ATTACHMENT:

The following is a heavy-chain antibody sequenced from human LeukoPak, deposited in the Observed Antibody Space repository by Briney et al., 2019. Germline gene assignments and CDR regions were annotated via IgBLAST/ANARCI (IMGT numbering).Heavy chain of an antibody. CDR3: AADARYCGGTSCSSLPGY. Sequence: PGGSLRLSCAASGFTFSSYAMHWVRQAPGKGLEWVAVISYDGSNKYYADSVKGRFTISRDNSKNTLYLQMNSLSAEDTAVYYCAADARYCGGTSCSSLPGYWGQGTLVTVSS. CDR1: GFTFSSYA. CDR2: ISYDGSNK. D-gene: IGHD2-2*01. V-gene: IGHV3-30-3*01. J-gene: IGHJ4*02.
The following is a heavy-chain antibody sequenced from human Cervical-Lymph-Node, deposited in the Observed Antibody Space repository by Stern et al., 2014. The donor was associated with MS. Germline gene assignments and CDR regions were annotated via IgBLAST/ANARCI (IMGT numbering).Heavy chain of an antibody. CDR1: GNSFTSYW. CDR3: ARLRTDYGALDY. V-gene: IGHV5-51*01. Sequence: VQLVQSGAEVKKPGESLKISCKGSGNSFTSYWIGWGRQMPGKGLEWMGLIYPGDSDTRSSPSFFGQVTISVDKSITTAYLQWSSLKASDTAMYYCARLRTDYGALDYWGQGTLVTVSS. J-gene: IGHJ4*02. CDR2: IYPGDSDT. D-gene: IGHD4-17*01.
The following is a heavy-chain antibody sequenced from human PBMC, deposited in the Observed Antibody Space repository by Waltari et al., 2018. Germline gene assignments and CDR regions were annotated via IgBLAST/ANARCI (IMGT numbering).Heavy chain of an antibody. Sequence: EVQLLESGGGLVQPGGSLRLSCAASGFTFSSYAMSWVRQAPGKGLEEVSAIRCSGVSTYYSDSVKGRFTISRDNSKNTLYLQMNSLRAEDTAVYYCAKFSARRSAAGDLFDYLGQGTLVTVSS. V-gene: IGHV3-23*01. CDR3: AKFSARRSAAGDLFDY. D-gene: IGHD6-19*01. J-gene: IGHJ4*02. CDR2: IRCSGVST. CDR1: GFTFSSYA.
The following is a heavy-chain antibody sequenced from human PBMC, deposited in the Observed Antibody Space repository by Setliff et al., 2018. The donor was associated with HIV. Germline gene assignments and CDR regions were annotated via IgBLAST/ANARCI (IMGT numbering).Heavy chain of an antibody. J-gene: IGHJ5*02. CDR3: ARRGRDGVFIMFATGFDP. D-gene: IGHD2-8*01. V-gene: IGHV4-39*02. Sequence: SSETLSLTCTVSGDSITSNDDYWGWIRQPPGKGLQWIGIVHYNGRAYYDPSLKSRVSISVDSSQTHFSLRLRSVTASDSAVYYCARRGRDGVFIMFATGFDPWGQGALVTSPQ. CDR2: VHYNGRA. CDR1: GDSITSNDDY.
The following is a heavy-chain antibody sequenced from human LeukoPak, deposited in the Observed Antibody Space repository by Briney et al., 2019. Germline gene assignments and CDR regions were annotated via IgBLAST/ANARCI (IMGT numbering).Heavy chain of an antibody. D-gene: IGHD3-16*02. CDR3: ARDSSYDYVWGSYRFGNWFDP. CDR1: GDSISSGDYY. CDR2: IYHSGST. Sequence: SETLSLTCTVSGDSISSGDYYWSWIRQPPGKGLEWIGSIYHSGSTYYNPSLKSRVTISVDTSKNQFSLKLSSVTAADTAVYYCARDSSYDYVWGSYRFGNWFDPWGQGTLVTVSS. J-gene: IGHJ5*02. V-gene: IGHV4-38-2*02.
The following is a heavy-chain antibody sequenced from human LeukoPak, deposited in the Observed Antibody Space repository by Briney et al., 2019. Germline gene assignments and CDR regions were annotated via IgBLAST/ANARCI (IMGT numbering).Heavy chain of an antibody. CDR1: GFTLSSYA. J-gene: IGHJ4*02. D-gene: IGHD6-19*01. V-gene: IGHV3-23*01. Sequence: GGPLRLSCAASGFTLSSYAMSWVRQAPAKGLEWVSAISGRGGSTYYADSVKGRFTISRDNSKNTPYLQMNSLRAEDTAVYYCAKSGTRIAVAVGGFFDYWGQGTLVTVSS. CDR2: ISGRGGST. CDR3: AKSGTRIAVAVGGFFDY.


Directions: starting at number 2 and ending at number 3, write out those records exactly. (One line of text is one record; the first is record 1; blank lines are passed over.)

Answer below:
The following is a heavy-chain antibody sequenced from human Cervical-Lymph-Node, deposited in the Observed Antibody Space repository by Stern et al., 2014. The donor was associated with MS. Germline gene assignments and CDR regions were annotated via IgBLAST/ANARCI (IMGT numbering).Heavy chain of an antibody. CDR1: GNSFTSYW. CDR3: ARLRTDYGALDY. V-gene: IGHV5-51*01. Sequence: VQLVQSGAEVKKPGESLKISCKGSGNSFTSYWIGWGRQMPGKGLEWMGLIYPGDSDTRSSPSFFGQVTISVDKSITTAYLQWSSLKASDTAMYYCARLRTDYGALDYWGQGTLVTVSS. J-gene: IGHJ4*02. CDR2: IYPGDSDT. D-gene: IGHD4-17*01.
The following is a heavy-chain antibody sequenced from human PBMC, deposited in the Observed Antibody Space repository by Waltari et al., 2018. Germline gene assignments and CDR regions were annotated via IgBLAST/ANARCI (IMGT numbering).Heavy chain of an antibody. Sequence: EVQLLESGGGLVQPGGSLRLSCAASGFTFSSYAMSWVRQAPGKGLEEVSAIRCSGVSTYYSDSVKGRFTISRDNSKNTLYLQMNSLRAEDTAVYYCAKFSARRSAAGDLFDYLGQGTLVTVSS. V-gene: IGHV3-23*01. CDR3: AKFSARRSAAGDLFDY. D-gene: IGHD6-19*01. J-gene: IGHJ4*02. CDR2: IRCSGVST. CDR1: GFTFSSYA.